IT Strategy Development: a Quick Guide
In my previous blog entry, I discussed the need to make time for creating an IT strategy. I have also discussed the need for balance between free, unstructured thinking, and structured analysis. Brainstorming all the possible approaches is a great start, but how should you structure these thoughts into a workable plan with measurable results?
Clearly, in a short blog post it is impossible to set out all the detailed methods that can be used to drive a strategy but I hope this is a useful overview for non-practitioners and a useful reminder to the strategists amongst readers.
1) Understand and assess where you are today
You can only work out where you want to get to if you know your current status. Once you have this, you can assess how you might improve your performance. The first step to any IT strategy is to start by looking at how your systems are performing today. This means mapping out everything against key measures, not only for cost but also key factors such as complexity, service quality and ability to drive value. Tackling this in a structured way will draw out where the pain points really are and where the biggest opportunities exist. There are many ways to achieve this rigorously, but I will not miss this opportunity to promote our structured approach at cibsys. In recent months, we have started to build tools to help other organisations understand their IT landscape. The first version of this can be found here.
2) Brainstorm all the options
Having understood all the pain points in your current systems landscape, whether cost, service, alignment or complexity, the next step is to ask big questions like: where do we want to be? What do we want to change? I would recommend taking some time to ask everyone to do some uninhibited thinking, covering any options you could possibly imagine making sure (however crazy it may seem) that you do not miss or eliminate anything. You may choose to do this alone or as a team, but either way it should create a long list of possibilities that should be fed into a second round of more structured thinking. Look at all the areas you mapped out in stage one, then rigorously examine every area of your systems landscape to ensure completeness.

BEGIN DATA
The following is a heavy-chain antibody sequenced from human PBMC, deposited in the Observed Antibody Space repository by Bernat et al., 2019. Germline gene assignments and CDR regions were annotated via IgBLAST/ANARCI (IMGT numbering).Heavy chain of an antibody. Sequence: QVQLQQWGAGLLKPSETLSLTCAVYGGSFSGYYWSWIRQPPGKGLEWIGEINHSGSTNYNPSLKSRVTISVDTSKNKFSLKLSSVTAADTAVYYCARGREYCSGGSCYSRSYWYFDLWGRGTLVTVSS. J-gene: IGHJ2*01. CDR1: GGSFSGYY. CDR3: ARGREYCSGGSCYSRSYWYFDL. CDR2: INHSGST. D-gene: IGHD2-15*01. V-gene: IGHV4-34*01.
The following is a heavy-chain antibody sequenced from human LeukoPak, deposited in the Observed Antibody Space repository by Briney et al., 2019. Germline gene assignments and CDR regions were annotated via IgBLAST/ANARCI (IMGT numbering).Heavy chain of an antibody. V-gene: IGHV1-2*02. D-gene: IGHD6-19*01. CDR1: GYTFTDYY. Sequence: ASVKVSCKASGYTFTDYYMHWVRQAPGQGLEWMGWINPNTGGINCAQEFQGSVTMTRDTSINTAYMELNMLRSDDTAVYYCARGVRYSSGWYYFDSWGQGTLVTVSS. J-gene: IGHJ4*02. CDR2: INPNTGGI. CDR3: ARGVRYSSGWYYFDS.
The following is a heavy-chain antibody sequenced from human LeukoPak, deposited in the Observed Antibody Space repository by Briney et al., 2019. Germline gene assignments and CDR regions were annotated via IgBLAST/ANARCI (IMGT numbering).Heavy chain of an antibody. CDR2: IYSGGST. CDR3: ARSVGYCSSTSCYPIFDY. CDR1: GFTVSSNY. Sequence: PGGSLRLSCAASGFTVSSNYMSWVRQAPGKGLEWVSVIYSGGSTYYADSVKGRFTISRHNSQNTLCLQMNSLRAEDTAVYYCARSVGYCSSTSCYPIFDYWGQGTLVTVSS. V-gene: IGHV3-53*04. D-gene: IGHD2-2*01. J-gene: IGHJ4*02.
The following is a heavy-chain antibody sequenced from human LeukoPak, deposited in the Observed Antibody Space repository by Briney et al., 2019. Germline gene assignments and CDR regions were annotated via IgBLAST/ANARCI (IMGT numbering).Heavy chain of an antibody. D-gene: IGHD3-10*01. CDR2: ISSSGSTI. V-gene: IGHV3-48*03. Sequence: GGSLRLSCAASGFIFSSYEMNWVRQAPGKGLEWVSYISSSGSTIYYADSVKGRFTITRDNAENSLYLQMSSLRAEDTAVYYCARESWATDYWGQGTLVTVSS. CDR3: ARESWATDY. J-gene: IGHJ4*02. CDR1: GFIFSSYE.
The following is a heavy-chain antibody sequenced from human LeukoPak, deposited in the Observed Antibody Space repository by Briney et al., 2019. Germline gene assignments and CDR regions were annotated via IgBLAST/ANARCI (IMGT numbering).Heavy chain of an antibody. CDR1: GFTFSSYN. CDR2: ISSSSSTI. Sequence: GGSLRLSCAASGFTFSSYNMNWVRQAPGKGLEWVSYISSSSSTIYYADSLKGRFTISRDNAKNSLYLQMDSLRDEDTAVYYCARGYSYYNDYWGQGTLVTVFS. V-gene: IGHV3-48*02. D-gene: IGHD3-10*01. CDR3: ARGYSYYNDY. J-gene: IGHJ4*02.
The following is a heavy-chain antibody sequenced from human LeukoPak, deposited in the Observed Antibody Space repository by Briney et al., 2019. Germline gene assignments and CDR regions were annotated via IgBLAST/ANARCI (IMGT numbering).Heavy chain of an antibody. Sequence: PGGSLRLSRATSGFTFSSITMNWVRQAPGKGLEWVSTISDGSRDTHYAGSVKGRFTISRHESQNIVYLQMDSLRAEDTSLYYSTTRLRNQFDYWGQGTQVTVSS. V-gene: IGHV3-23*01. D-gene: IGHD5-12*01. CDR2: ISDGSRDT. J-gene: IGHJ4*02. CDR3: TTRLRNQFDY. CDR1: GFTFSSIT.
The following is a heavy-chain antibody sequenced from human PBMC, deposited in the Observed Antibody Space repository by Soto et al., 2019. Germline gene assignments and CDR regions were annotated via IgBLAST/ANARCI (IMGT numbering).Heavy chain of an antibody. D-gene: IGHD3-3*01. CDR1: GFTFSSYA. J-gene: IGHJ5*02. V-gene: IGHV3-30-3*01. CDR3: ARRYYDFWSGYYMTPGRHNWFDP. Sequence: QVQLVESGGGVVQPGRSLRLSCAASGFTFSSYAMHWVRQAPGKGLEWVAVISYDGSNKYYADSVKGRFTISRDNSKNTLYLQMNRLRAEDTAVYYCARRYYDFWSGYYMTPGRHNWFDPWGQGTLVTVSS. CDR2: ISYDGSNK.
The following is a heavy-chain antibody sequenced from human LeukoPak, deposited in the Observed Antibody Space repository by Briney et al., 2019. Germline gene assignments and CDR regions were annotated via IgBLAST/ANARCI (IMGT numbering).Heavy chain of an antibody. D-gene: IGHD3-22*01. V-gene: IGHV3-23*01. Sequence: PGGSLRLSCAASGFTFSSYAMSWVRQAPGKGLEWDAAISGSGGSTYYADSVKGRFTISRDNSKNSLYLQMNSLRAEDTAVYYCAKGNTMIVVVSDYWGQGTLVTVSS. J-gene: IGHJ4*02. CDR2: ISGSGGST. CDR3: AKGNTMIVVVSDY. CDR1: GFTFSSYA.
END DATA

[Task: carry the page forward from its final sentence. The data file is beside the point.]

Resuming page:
3) Align the options to where you want to be
Leaving stage two you will have a long list of possible ways forward, some will work together and some will be mutually exclusive. It is important to reduce the lists to identify the right way forward in each area as well as end-to-end. I recommend considering each of the options in an area-by-area assessment, analysing each one as to how it might align to the overall business and IT objectives. Of course this means that first you must set and agree what these objectives are; I am consistently surprised by how many organisations survive with loosely set or without any objectives! Taking the time to assess each option against the organisation’s objectives will ensure the potential impact of the various choices is understood. The decision on steps to delivery should be made by balancing the benefits to the constraints of resources, cost and risk for each major delivery on the route. I strongly recommend a quick, instinct-based assessment before any more rigorous cost benefit analysis – to test out the various scenarios. Finally, the end-to-end strategy that looks the most attractive can be set out as a multi-step, multi-month or year plan that can be costed and planned for, leading to a final agreement with sponsors and stakeholders.
5) Continually assure the deliveries
With a plan agreed and execution under-way I will leave you with the final thoughts that the strategic assessment should not stop. It is not just about project managing the deliveries on the roadmap and making sure that they come in on the planned time-scales and within the agreed budget, it is equally important to regularly check that the deliveries are still valid. Strategy should be an organic process, re-entered at regular interviews. Taking time along the journey to ask key questions such as: ‘Where am I now against the strategic roadmap? Have I achieved what I wanted to achieve? Have the objectives changed? Has the marketplace changed?’ should ensure that your roadmap and strategy remains fresh and is consistently challenged. Taking time for strategy is not a one off exercise but an ongoing and living assurance that you are on track.